A good leader knows when to collaborate, when to step back and let someone else shine, and also when to take charge. President Woodrow Wilson noted, “Leadership does not always wear the harness of compromise.” Sometimes you have to take the bull by the horns and own responsibility for the outcome.
U.S. Department of Labor data show that the main reason people leave their jobs is that they don't feel appreciated. Don't miss a chance to praise the good work of your staff — and share credit for goals accomplished and projects completed. Encouraging employees' unique contributions helps them feel successful and motivated. Remember that money isn't the only way to reward your staff. The variety of incentives is practically infinite, from a simple “thank you” to a bonus to a paid sabbatical. Don't forget that contributions come in many shapes and sizes, too. Rather than always rewarding the person with the most sales, recognize the people who innovate new strategies to improve customer relations or whose quality of work has improved markedly, even if they aren't the top sellers.
Good Managers Listen, Cope, and Persevere
The exceptional managers have high emotional intelligence. Listening, coping, self-awareness, and persevering are hallmarks of EI.
The late politician Dean Rusk said, “One of the best ways to persuade others is with your ears — by listening to them.” A manager who doesn't truly listen to employees won't earn the respect of those employees or even truly know what's going on in the organization.
A confident, self-aware, and proactive manager is not one who succumbs to stress, frustration, or anger at every little setback. She may feel the pressure, but she doesn't use it as an excuse to call employees on the carpet, blame others for her own mistakes, or crumble in difficult times. These managers don't retreat from challenges but have the drive and creativity to approach problems from different directions and learn from mistakes. They also know when they should cut their losses and abandon a goal.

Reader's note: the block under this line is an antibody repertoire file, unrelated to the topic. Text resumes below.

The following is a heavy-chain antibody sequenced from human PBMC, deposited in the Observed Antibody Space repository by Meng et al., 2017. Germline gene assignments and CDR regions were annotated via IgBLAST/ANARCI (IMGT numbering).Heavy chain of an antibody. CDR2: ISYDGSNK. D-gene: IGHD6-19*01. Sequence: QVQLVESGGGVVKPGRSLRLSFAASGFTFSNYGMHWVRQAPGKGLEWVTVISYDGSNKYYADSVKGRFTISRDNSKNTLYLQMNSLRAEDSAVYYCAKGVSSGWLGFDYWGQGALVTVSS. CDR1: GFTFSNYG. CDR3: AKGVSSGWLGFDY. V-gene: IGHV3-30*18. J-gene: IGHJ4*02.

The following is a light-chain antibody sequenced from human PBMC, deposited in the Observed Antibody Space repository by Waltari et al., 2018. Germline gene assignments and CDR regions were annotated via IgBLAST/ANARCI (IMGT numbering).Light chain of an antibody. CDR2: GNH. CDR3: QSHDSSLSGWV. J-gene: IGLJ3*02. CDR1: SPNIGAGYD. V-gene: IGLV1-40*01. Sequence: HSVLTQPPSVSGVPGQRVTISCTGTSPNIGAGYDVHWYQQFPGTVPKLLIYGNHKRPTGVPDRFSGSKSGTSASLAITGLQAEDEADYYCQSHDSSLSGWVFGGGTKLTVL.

People who know their own strengths and weaknesses know how to perform in a productive and not a self-defeating way. Self-aware managers can help their staff tap into their own strengths and weaknesses.
Good Managers Are Flexible and Focused
From layoffs to mergers to acquisitions, managers need to be able to adapt — and thrive — in a climate of change. Martin Yate and Peter Sander note in Knock'em Dead Management (Adams Media) that the pace of business is faster than ever before. “Managers who stay on top of change and anticipate it are more highly regarded than managers who seem to be consumed by change and are always playing catchup.” What they term “change-awareness” is a skill highly valued by employers.
Good managers operate with a steady moral, professional, emotional compass. They don't blow every which way the wind blows but bend when necessary and stay flexible enough to adjust to changing circumstances.
Work expert Gloria Mark at the University of California–Irvine has studied workplace interruptions. One of her suggestions: If you can't handle interruptions, don't become a manager. The average amount of time spent on any single task before being interrupted is about three minutes. Anyone incapable of limiting interruptions or getting back to work after an interruption isn't going to be able to stay focused and manage time and other people well.
Good Managers Are…Moms?
A May 2005 study by a women's networking organization found that 69 percent of employees surveyed would rather work for a mother than a woman who is not a mother, citing mothers' skills at prioritizing, motivating, and patience. You don't need to rush out and have a child in order to improve your management skills, but borrowing a few ideas from what moms do well couldn't hurt.